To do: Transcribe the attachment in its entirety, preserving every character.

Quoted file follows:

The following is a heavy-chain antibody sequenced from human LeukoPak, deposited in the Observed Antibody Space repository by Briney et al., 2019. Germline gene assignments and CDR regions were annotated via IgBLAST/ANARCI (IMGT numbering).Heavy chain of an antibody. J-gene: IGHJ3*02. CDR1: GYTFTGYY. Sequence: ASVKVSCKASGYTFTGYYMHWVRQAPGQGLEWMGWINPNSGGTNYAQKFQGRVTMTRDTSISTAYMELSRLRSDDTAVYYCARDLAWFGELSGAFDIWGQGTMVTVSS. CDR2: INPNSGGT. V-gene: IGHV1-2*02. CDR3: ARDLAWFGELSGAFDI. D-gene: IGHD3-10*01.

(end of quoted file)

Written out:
The following is a heavy-chain antibody sequenced from human LeukoPak, deposited in the Observed Antibody Space repository by Briney et al., 2019. Germline gene assignments and CDR regions were annotated via IgBLAST/ANARCI (IMGT numbering).Heavy chain of an antibody. J-gene: IGHJ3*02. CDR1: GYTFTGYY. Sequence: ASVKVSCKASGYTFTGYYMHWVRQAPGQGLEWMGWINPNSGGTNYAQKFQGRVTMTRDTSISTAYMELSRLRSDDTAVYYCARDLAWFGELSGAFDIWGQGTMVTVSS. CDR2: INPNSGGT. V-gene: IGHV1-2*02. CDR3: ARDLAWFGELSGAFDI. D-gene: IGHD3-10*01.